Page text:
State: And were those documents kept in the regular course of business for CSCD
Hebring: Yes.
State: And is it the normal course of CSCD's business to make and maintain these records?
Hebring: Yes.
State: And did an employee of CSCD make these records in accordance with the activities elicited by Defendant, Paul Spencer?
Hebring: Yes.
State: And were these entries made on or about the time of the activities or developments that were made known to CSCD by Paul Spencer?
Hebring: Yes.
State: And did the employee or representative that made these entries have actual knowledge of the activities and developments of Mr. Paul Spencer?
Hebring: Yes.
State: And are the records the exact duplicates of the original entries?
Hebring: Yes.

After laying this foundation, the State moved to admit the CSCD records into evidence, and Spencer's trial counsel asked to take Hebring on voir dire. Spencer's counsel asked Hebring one question: whether she had "complete[d] any affidavit attesting to the fact that [she was] the custodian of records of the[] documents." After Hebring responded that she had not, Spencer's counsel stated, "Improper predicate is my objection, Your Honor." The State responded that the CSCD records are self-proving and that Hebring was the custodian of the records. The trial court then asked Hebring if she was, in fact, the custodian and, based on her affirmative response, overruled Spencer's objection. Spencer's counsel made no further argument or clarification regarding the nature of the objection, and the CSCD records were admitted.

Spencer testified that he had been compliant with the terms of his probation until he contracted COVID-19 in November 2020. He stated that at one point he had been close to death and that his COVID-19 symptoms persisted even after he no longer tested positive. He denied missing a urinary analysis test and recalled attending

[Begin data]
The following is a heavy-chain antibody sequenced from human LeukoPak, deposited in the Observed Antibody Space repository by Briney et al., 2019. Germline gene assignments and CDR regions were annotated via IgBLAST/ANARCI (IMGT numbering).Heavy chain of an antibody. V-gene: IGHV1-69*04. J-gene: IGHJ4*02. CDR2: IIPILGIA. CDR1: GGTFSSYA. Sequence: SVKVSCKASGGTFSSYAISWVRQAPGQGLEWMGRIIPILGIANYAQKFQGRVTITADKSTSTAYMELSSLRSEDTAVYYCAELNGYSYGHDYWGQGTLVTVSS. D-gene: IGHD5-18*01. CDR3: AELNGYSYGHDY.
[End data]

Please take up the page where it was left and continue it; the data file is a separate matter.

his required appointments, including the Day Treatment Cognitive Track Program classes.

At the conclusion of the hearing, the trial court found all of the alleged probation violations in the State's petition to be true, adjudicated Spencer's guilt on both counts of possession with intent to deliver a controlled substance, and sentenced him to five years' confinement on the heroin count and four years' confinement on the methamphetamine count.[4]

This appeal followed.

II. Discussion

On appeal, Spencer raises two issues. First, he argues that the trial court erred by admitting the CSCD records because the State did not establish that they were business records under the criteria set forth in Rule 803(6) of the Texas Rules of Evidence. Second, he argues that the trial court erred by failing to enter a separate plea from Spencer to the alleged probation violations in his second case concerning the methamphetamine charge.[5] We will address each of these issues in turn.


A. Issue One: Admission of the CSCD Records

In his first issue, Spencer asserts that the trial court erred by admitting the CSCD records because the State failed to satisfy all of the requirements for their admission as records kept in the course of a regularly conducted business activity.[6]Tex. R. Evid. 803(6). Specifically, Spencer argues that the State failed to show that making the records was a regular practice of the CSCD's activities. Id. The State...